I won't spoil the rest for you, there are episodes on air pollution, carbon, energy, oceans and more, all using very specific Mexican stories as a window into the complexities of the global climate crisis and the need for humans to operate as not only an interconnected species but also as part of the global ecosystem. Netflix should be running *this* kind of content! In the meantime, you can catch El Tema (in Spanish with English subtitles) streaming on YouTube.
Following is a curated list of all the climate coverage we were tracking this week.
Rising Temperatures, Rising Seas
A Million Years of Data Confirms: Monsoons Are Likely to Get Worse, by John Schwartz for The New York Times
Record Heat Worsens California's Already Punishing Drought by Brian Kahn for Earther
10% of the World's Sequoias Burned in 2020 Castle Fire by Brian Kahn for Earther
Climate tipping points could topple like dominoes, warn scientists, by Damian Carrington for The Guardian
The Western Drought Is Bad. Here’s What You Should Know About It, by Henry Fountain for The New York Times
California's Drought Is So Bad, Farmers Ripping Up Almond Trees by Molly Taft for Earther
Hurricane Season Is About to Start Early—Again by Molly Taft for Earther
Emissions from Texas's Permian Basin will be a climate test for Joe Biden by Rebecca Leber for Vox
Beleaguered by disaster damages, the U.S. may finally start spending on resilience by Zoya Teirstein for Grist
A 20-Foot Sea Wall? Miami Faces the Hard Choices of Climate Change. by Patricia Mazzei for the New York Times
Western States Sizzle Under Triple-Digit Temperatures by Derrick Bryson Taylor for the New York Times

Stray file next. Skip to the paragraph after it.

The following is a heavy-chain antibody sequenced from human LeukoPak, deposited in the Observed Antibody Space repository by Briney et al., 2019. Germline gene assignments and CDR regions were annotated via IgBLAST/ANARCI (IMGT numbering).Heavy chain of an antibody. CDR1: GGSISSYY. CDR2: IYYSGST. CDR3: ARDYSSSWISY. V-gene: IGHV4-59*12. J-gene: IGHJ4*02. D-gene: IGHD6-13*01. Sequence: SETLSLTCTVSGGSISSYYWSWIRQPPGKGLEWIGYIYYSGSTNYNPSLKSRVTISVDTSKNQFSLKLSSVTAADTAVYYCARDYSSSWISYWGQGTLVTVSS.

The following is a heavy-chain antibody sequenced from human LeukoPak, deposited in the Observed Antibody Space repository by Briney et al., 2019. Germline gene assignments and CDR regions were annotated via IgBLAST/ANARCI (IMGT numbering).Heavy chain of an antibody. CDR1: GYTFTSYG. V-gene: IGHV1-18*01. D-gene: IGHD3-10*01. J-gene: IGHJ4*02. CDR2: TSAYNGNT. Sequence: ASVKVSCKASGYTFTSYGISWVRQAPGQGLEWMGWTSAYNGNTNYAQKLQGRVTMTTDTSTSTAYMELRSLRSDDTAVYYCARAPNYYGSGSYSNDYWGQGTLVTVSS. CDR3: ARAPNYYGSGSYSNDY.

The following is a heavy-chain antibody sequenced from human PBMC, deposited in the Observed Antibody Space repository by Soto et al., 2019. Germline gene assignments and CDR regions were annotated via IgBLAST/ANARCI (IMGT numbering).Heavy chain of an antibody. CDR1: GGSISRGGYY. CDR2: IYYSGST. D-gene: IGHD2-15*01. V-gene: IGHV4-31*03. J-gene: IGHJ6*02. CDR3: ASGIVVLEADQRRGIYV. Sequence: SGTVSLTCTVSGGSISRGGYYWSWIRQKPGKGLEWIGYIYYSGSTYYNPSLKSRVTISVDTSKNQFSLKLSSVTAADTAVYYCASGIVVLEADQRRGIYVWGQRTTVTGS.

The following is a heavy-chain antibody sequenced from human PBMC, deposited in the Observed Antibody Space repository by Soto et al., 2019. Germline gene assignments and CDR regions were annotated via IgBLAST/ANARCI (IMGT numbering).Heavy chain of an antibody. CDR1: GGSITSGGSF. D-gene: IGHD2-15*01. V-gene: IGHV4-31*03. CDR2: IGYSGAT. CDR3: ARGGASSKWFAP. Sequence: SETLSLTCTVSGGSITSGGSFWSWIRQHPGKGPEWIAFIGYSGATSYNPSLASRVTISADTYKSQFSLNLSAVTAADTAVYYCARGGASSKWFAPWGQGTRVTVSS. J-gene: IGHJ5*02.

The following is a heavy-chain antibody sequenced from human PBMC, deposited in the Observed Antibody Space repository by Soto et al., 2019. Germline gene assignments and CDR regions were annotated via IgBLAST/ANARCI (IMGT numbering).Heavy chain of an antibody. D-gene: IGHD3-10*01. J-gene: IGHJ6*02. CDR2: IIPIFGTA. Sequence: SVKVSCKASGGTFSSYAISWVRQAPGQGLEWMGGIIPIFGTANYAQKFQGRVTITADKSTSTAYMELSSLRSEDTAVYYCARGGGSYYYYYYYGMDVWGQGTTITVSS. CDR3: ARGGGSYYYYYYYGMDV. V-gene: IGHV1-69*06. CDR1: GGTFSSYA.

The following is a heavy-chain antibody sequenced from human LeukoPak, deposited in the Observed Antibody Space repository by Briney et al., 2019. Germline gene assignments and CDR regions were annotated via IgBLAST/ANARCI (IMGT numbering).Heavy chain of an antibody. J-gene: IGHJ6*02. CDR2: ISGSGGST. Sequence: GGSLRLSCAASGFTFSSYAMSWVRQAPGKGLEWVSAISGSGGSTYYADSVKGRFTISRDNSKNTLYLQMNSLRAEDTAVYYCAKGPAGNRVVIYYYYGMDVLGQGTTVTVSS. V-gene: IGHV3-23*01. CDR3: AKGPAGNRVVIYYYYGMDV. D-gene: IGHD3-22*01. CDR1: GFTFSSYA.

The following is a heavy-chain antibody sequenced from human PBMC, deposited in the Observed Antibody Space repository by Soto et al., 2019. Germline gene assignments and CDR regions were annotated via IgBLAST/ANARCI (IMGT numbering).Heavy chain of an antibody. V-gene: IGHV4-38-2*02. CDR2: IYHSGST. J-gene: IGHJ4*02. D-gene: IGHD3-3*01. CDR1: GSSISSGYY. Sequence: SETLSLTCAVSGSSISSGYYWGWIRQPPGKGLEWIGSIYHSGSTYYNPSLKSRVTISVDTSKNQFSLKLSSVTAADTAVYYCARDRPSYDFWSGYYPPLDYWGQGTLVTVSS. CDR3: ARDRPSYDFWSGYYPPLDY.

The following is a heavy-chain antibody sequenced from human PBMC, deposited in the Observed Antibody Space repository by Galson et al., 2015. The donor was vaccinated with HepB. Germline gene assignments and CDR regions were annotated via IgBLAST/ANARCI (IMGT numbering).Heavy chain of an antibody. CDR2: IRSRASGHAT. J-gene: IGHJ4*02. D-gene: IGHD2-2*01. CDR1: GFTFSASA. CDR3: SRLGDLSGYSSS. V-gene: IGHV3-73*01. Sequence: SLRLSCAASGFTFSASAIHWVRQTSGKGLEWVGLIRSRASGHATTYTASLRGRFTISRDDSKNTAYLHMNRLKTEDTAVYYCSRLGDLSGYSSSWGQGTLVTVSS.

Arctic sea ice thinning twice as fast as thought, study finds, by Damian Carrington for The Guardian
World must rewild on massive scale to heal nature and climate, says UN, by Patrick Greenfield for The Guardian
Climate crisis is suffocating the world’s lakes, study finds, by Damian Carrington for The Guardian
Key species at risk if planet heats up by more than 1.5C, report finds, by Fiona Harvey for The Guardian
Human-induced global heating ‘causes over a third of heat deaths’, by Natalie Grover for The Guardian
Pests on the march as climate change fans spread of crop destroyers, by Nita Bhalla for Reuters
North Atlantic Right Whales Are Shrinking, and It's Our Fault, by Dharna Noor for Earther
The Climate Presidency
What John Kerry, Jennifer Granholm Aren't Saying, by Nick Martin for The New Republic
Biden's infrastructure plan is in jeopardy of being picked apart by Congress by Shannon Osaka for Grist
Biden Suspends Drilling Leases in Arctic National Wildlife Refuge, by Coral Davenport, Henry Fountain and Lisa Friedman for The New York Times
Biden Justice Department Defends Trump-Era Plan to Drill the Arctic by Dharna Noor for Earther
What Ron DeSantis and the 2022 Florida Governor Race Mean for Climate Change, by Toby Jaffe for The New Republic
Lauren Boebert Spends Drought Hearing Rambling About ‘Green New Deal Extremists,’ by Molly Taft for Earther
Congress whittles away at the National Environmental Policy Act, by Ysabelle Kempe for Grist
Cori Bush and Jamaal Bowman Propose a New Era of Public Electricity, by Kate Aronoff for The New Republic
Biden to suspend Trump’s eleventh-hour oil leases in Arctic, by Jennifer A. Dlouhy for The LA Times
Tasked to Fight Climate Change, a Secretive U.N. Agency Does the Opposite by Matt Apuzzo and Sarah Hurtes for the New York Times
Big Oil is awash in rainbows for Pride Month by Kate Yoder for Grist
An Arizona case blaming immigration for climate change echoes far-right environmentalism and ecofascism by By Jariel Arvin for Vox
Exxon, Shell, and Chevron lost big this week. Engine No. 1 led a coup. by Rebecca Leber for Vox
Here Are America’s Top Methane Emitters. Some Will Surprise You. by Hiroko Tabuchi for The New York Times
Chevron Celebrates Pride While Funding Bigots in Congress by Molly Taft for Earther